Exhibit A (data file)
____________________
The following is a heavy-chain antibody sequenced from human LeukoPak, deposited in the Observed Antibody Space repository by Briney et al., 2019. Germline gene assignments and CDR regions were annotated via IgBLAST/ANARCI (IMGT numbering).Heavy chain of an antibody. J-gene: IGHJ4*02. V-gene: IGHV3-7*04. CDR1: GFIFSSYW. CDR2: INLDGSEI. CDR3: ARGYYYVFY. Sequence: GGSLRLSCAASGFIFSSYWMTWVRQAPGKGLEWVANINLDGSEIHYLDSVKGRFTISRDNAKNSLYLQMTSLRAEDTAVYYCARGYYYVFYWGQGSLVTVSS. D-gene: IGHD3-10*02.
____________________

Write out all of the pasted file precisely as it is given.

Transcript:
The following is a heavy-chain antibody sequenced from human LeukoPak, deposited in the Observed Antibody Space repository by Briney et al., 2019. Germline gene assignments and CDR regions were annotated via IgBLAST/ANARCI (IMGT numbering).Heavy chain of an antibody. J-gene: IGHJ4*02. V-gene: IGHV3-7*04. CDR1: GFIFSSYW. CDR2: INLDGSEI. CDR3: ARGYYYVFY. Sequence: GGSLRLSCAASGFIFSSYWMTWVRQAPGKGLEWVANINLDGSEIHYLDSVKGRFTISRDNAKNSLYLQMTSLRAEDTAVYYCARGYYYVFYWGQGSLVTVSS. D-gene: IGHD3-10*02.